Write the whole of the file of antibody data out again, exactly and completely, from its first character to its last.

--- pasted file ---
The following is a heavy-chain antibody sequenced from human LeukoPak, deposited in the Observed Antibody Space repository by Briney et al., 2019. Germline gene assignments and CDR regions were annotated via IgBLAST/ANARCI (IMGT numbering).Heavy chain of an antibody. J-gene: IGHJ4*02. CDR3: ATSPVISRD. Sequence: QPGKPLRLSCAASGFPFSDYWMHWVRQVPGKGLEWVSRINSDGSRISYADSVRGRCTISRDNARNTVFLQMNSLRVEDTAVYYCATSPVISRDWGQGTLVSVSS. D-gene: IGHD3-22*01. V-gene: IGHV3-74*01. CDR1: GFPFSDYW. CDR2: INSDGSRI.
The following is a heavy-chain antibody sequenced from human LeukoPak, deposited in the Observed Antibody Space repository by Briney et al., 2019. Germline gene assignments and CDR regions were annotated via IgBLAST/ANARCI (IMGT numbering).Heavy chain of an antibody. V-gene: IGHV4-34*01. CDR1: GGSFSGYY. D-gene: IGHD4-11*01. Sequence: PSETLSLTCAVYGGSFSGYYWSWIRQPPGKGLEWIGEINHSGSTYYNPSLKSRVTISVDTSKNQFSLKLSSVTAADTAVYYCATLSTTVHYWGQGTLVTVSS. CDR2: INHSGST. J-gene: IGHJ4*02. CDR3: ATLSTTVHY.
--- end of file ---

The following is a heavy-chain antibody sequenced from human LeukoPak, deposited in the Observed Antibody Space repository by Briney et al., 2019. Germline gene assignments and CDR regions were annotated via IgBLAST/ANARCI (IMGT numbering).Heavy chain of an antibody. J-gene: IGHJ4*02. CDR3: ATSPVISRD. Sequence: QPGKPLRLSCAASGFPFSDYWMHWVRQVPGKGLEWVSRINSDGSRISYADSVRGRCTISRDNARNTVFLQMNSLRVEDTAVYYCATSPVISRDWGQGTLVSVSS. D-gene: IGHD3-22*01. V-gene: IGHV3-74*01. CDR1: GFPFSDYW. CDR2: INSDGSRI.
The following is a heavy-chain antibody sequenced from human LeukoPak, deposited in the Observed Antibody Space repository by Briney et al., 2019. Germline gene assignments and CDR regions were annotated via IgBLAST/ANARCI (IMGT numbering).Heavy chain of an antibody. V-gene: IGHV4-34*01. CDR1: GGSFSGYY. D-gene: IGHD4-11*01. Sequence: PSETLSLTCAVYGGSFSGYYWSWIRQPPGKGLEWIGEINHSGSTYYNPSLKSRVTISVDTSKNQFSLKLSSVTAADTAVYYCATLSTTVHYWGQGTLVTVSS. CDR2: INHSGST. J-gene: IGHJ4*02. CDR3: ATLSTTVHY.